I also had this giant book given to me when I was like 6 and it was Disney’s Beauty and the Beast. So seeing the movie for me was awesome. It was like the book literally came to life for me.

    So did you ever experience something or someone in an entirely different way than others?
     
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  2. PureX

    PureX Veteran Member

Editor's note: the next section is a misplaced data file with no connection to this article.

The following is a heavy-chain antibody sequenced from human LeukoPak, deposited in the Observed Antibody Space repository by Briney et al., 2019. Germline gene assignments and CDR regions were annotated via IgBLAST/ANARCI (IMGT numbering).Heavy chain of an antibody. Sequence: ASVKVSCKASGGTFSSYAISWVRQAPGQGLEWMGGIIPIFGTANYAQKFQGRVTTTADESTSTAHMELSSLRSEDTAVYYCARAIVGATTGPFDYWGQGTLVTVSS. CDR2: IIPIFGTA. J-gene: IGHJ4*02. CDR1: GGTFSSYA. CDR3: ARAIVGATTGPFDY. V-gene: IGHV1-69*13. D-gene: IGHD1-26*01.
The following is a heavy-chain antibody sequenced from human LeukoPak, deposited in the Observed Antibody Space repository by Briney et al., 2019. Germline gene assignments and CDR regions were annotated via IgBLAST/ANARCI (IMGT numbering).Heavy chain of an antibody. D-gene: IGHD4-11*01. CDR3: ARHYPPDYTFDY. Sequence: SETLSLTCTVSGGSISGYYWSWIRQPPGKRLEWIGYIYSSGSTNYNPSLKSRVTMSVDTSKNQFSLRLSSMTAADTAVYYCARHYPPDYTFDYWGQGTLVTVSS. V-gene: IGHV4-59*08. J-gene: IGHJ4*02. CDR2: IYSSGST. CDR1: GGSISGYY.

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    As an artist I got to meet and chat with other famous fine artists, and in some cases see how they lived and worked. Which could be somewhat shocking. I will leave out the names, but I visited a globally famous sculptor's loft in New York under the Brooklyn Bridge back in the 1980s, and it was large, with an amazing view of the bridge flying over the East River. But some of the windows were broken, so it was very cold. And he had a wooden rack built over the stove in a very tiny, dirty, roach-infested kitchen with his bed on top so the heat from the oven would keep him warm at night. And at least half of the space was dedicated to a personal library, a grant and exhibition application assembly line, and a whole room dedicated to a slide library of his own work. Clearly, a lot of time and energy was spent promoting his artworks for exhibitions all over the world, and for gaining grants and paying visiting artist lectures and teaching spots wherever possible. He had assistants actually building the artworks, as he was not particularly handy with tools, or knowledgeable about construction techniques. He was the 'idea man', and the tireless self-promoter. Later, he came to visit the Art Institute in Chicago to give a lecture, and I happened to be sent to the apartment they assigned to him while he was there. And all the man traveled with was a trunk full of books and a case of scotch. It taught me something about survival in the modern 'art world' that I had not realized, before, and found very disconcerting.